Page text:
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Infection control


Biorisk management and preparing for outbreaks


Dianna Steinbach, vice-president of ISSA, the worldwide cleaning industry association, and Dr. Stefan Wagener, scientific advisor for the Global Biorisk Advisory Council, explain how care homes can improve their infection control strategy


The Covid-19 outbreak has shone a light on the need for proper outbreak plans within care environments. Restrictions on visitors, isolating residents who may have Covid-19, and limiting internal interactions are what has been most prominently discussed.


However, a topic that has received less focus, but is equally as important, is proper cleaning and disinfecting to reduce risk not only to residents but also employees and others. Furthermore, once facilities reopen to visitors, there will be a need for heightened cleaning protocols to minimize the spread of the virus, which could threaten this at-risk population.


Every care facility will have a common infection prevention protocol but they are meant to reduce the risk of a resident catching something. That can leave gaps in protocols that can put employees at risk, as seen by the spikes in infection rates among health care workers in many countries during the pandemic. A new aspect of infectious disease- related safety for cleaning and disinfection named biorisk management can help care home managers strengthen their protocols and minimizing risk that occupants, or those entering from outside, will spread an infectious disease like Covid-19.


What is biorisk management? In simple terms, biorisk management is a comprehensive approach dealing with the risks associated with ‘biological materials’, e.g. infectious diseases. Originating in the laboratory setting, biorisk management initially looked at biosafety, biosecurity and bioethics. Now it also applies best practices from the health care setting, along with general infectious disease prevention strategies and risk assessments to develop proper, effective, and safe cleaning and disinfection processes and


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Dr. Stefan Wagener, scientific advisor for the Global Biorisk Advisory Council


procedures for infectious agents. Specifically, within the care environment, that approach will not only cover residents, but also include staff, visitors, and others.


In recent years, during the SARS, MERS and Ebola outbreaks, infection prevention professionals in locations that treated infected patients, worked hand-in-hand with biosafety professionals from the laboratory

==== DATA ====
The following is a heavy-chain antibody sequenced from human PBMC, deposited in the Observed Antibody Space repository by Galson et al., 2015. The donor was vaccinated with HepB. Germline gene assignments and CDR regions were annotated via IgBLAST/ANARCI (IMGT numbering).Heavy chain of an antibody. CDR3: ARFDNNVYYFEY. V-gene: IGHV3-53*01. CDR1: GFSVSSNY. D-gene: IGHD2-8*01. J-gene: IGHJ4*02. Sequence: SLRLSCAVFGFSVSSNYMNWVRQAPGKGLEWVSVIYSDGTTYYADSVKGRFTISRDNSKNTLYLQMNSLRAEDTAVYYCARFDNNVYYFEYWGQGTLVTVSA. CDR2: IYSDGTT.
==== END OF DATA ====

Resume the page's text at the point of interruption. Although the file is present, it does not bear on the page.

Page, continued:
environment to develop more comprehensive protocols for patient care and health care worker protection. The University of Nebraska Medical Center Biocontainment Unit, which provided care for Ebola patients in 2014, found cross-training infection control and biosafety professionals enhanced the safety and reduced risk beyond typical practices.


Dianna Steinbach, vice-president of ISSA


Among the environmental cleaning tasks, the collaborating professionals created more robust protocols for manual disinfecting, cleaning intervals and quality assurance. Areas that were important were that of proper cleaning and disinfecting techniques, proper personal protective equipment (PPE) and proper waste disposal.


An article published in vol 21 of Applied Biosafety, the journal of the American Biological Safety Association, following the 2014 Ebola outbreak stated: “Since such global infectious disease threats will inevitability occur into the future, now is the time to gain a better understanding of how these professions can work together, by identifying common competencies and highlighting differences. The codification of these similarities and differences can provide a roadmap to new professional development training initiatives for the enhancement of the biosafety profession.”1


Global Biorisk Advisory Council (GBAC) executive director Patricia Olinger founded her organization to do just that. GBAC started with a group of biosafety colleagues who created a variety of special pandemic and forensic protocols, similar to what Olinger created in her prior role as executive director of the Environmental, Health and Safety Office at Emory University in the USA. GBAC, now a division of ISSA, the worldwide cleaning industry association, offers training and certification in areas of biorisk management, decontamination


www.thecarehomeenvironment.com • July 2020


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